M&S unveils frisbee made from beach litter

Marks & Spencer (M&S) has launched a frisbee made from plastic litter collected from beaches across the UK.

First product made from litter collected at the M&S Big Beach Clean Up

First product made from litter collected at the M&S Big Beach Clean Up

The supermarket said that the toy is made from regenerated litter such as plastic cups, fishing tackle and bottle tops.

The frisbee includes plastic collected by M&S' customers and employees at last year's 'Big Beach Clean-up' volunteer event. This is an annual event where volunteers help to clear litter from beaches and canals across the UK.

The product is on sale now at M&S.com and in six costal M&S stores - Belfast (Abbey Centre), Bexhill, Lytham St Annes, Silverlink Retail Park, Weston Super Mare and Edinburgh Kinnaird.

It costs £2.50, with 50p from each sale going directly to the Marine Conservation Society (MCS).

M&S director of Plan A Mike Barry said: "We've managed to transform waste, taking it off beaches where it threatens marine life, into a brand new product that is fun for our customers and raises money for MCS' on-going work to protect our seas.

"That's Plan A in action, a volunteer event that engages customers, saves precious raw materials and gives back to charity - all with a business case behind it."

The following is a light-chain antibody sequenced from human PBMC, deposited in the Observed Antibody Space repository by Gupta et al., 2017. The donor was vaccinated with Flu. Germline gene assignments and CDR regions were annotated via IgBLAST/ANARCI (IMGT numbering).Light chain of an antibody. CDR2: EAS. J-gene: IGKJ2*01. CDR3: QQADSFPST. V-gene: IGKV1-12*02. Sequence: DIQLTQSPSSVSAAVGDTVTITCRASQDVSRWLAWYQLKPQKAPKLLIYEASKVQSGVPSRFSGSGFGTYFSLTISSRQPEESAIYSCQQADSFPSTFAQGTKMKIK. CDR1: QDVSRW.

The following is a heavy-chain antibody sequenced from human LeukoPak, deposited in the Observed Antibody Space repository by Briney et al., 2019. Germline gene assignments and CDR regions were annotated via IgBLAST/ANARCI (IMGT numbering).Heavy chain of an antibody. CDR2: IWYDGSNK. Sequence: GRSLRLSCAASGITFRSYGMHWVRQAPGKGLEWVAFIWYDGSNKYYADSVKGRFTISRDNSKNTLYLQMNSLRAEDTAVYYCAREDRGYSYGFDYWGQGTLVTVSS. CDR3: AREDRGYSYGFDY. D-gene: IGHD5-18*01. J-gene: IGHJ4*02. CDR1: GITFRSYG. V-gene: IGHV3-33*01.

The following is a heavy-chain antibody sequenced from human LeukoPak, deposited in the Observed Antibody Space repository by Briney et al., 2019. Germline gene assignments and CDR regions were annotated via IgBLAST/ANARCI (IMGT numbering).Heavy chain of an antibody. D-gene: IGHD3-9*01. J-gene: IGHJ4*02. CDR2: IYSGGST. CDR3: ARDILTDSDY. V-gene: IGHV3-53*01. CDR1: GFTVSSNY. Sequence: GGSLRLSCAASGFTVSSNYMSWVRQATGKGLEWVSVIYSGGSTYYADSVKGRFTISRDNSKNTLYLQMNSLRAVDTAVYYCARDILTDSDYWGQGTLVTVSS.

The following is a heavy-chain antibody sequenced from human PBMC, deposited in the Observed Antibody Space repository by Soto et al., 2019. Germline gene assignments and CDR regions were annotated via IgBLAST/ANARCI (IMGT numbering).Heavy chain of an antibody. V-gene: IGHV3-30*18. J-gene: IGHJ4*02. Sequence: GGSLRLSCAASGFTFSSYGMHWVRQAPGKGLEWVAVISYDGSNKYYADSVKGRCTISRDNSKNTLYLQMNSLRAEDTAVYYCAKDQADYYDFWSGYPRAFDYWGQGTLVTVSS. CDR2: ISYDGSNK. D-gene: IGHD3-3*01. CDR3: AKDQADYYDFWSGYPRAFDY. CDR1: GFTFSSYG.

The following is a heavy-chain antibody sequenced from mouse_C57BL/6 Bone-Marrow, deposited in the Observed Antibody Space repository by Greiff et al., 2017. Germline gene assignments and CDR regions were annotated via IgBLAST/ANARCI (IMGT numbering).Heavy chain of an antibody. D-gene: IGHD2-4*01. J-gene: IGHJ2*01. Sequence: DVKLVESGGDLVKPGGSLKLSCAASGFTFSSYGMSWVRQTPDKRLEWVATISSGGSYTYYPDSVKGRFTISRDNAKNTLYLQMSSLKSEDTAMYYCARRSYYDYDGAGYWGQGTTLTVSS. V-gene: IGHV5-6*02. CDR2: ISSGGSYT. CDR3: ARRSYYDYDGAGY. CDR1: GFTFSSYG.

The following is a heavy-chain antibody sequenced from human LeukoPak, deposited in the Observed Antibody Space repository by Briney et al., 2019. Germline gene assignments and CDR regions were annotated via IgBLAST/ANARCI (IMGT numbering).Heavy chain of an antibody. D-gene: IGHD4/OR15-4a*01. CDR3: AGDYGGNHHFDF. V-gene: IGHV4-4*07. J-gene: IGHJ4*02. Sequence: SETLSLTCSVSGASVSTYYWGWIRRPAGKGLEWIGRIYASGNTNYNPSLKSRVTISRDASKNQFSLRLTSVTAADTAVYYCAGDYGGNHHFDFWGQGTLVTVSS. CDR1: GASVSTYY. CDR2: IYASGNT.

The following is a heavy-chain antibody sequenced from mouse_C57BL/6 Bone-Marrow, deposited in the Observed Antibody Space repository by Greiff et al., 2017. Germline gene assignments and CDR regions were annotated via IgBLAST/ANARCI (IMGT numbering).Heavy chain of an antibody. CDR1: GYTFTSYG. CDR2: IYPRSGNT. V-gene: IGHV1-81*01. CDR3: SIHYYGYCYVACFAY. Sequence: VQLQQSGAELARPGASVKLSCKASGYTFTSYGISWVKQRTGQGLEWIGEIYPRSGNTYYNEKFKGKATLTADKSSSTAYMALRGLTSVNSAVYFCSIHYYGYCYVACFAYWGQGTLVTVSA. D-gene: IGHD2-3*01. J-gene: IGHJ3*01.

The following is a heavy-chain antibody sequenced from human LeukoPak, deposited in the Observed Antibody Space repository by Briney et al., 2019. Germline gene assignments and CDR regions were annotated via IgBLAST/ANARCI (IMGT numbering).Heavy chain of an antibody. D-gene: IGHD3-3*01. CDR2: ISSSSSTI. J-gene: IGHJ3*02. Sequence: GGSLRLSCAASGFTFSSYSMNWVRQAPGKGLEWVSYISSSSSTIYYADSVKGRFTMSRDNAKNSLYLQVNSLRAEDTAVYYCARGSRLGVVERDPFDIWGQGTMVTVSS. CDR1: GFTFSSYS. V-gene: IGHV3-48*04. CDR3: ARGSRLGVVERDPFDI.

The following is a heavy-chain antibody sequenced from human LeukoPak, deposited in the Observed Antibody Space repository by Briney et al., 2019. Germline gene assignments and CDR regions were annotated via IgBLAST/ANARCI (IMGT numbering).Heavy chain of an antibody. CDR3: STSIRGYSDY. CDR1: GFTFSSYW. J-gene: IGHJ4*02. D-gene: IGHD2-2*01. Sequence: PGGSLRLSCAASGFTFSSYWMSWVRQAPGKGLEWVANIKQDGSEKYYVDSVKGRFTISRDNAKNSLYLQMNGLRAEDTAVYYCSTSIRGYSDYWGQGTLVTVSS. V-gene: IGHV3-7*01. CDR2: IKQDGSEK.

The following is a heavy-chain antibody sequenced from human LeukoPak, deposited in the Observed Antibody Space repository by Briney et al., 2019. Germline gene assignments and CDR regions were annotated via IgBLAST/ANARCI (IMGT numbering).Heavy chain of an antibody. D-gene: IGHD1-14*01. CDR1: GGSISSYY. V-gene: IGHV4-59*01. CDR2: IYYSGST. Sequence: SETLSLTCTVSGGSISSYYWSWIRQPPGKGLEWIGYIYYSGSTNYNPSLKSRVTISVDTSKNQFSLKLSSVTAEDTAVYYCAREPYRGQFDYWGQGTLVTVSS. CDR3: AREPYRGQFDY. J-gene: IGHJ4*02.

Last April thousands of M&S customers and employees helped clean over 300km of coastline. To trial whether or not M&S could collect and make a product from the beach litter, the plastic from six (Shoeburyness, Aberdeen, Coleraine, Scarborough, Swansea Bay and Southsea) of the beaches was segregated, cleaned and reprocessed into production ready recycled plastic.

Two UK firms supported the project. Axion Polymers, a recycling specialist based in Salford, transformed the litter into product grade recycled plastic and Make a Material Difference, based in Leicester, created and manufactured the product.

This year's M&S Big Beach Clean-up will clean 140 UK beaches and canals from 24 April to 30 April. The target is to clear more than last year's collection of 30 tonnes of litter.

Liz Gyekye
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